Study of the electron led Werner Heisenberg (1901-1976), a German physicist, to propose the principle of indeterminacy or uncertainty, which concludes that the scientist will have to be content with probabilities rather than absolutes. Although the universe is no longer the world machine of Newton, its activity is by no means random, and it can still be expressed in the mathematical language of probabilities.
Indeed, the new sciences of probability theory, molecular biology and biochemistry, and plasma physics, together with the discovery by Murray GellMann (1929– ) of the quark, which is any of three types of elementary particles believed to form the basis for all matter in the universe, have nonetheless led scientists once again to feel that they may be on the verge of a unifying theory by which creation, matter, and even life may at last be explained.
The development of twentieth-century astronomy has been closely linked to that of physics. To the non-scientist, such astronomical concepts as the finite but expanding universe, curved space, and the almost inconceivable distances and quantities of light years and galaxies have made astronomy the most romantic science. A light year is the distance traversed by light in one year, or roughly 5,880,000,000,000 miles.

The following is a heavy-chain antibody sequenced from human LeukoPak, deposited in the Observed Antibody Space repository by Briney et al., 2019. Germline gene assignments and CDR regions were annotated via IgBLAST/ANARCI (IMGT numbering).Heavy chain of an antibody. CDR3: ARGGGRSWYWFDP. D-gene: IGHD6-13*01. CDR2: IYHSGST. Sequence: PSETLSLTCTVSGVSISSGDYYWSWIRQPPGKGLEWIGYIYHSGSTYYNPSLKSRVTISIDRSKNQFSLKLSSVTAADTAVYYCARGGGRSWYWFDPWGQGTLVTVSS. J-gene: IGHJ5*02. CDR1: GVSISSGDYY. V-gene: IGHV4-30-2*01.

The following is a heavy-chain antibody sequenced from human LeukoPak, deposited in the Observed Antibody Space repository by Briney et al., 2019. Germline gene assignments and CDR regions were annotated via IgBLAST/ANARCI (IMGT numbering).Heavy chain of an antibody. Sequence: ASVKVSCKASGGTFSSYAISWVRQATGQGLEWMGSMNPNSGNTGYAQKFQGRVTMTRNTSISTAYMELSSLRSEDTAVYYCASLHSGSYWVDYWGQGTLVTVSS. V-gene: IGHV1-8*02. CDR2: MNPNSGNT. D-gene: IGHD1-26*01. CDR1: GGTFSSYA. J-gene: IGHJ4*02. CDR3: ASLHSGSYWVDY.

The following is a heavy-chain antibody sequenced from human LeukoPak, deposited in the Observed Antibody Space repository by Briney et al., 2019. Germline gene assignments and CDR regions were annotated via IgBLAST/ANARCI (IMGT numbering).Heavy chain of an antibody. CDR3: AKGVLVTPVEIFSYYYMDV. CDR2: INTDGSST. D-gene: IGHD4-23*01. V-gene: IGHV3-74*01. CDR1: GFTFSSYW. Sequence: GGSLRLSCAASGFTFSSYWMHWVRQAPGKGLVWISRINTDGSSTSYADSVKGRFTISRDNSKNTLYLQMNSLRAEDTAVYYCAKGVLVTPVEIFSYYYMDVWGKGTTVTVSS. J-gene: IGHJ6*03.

The Milky Way galaxy, of which our universe is a part, has some 30,000 million stars and nebulae, in the form of a disk with a diameter of about 100,000 light years. To humanize these dimensions, and to make them comprehensible, Western writers produced works of science fiction and created television series and motion picture films that attempted to make sense at the level of popular culture of such abstract concepts as the light year.
One such program, originally to be called Wagon Train to the Stars, became one of the most popular television programs of all time as Star Trek. It posed moral dilemmas in outer space to a generation of young people for whom the customary means of presenting moral issues, whether in church or through literature, seemed ineffective, and for whom the romance of outer space had replaced the romance of the old frontier.
Politicians, too, were caught up in the popular fascination with space, referring to their policies as New Frontiers and using metaphors in their speeches derived from the new language of space travel and space conquest.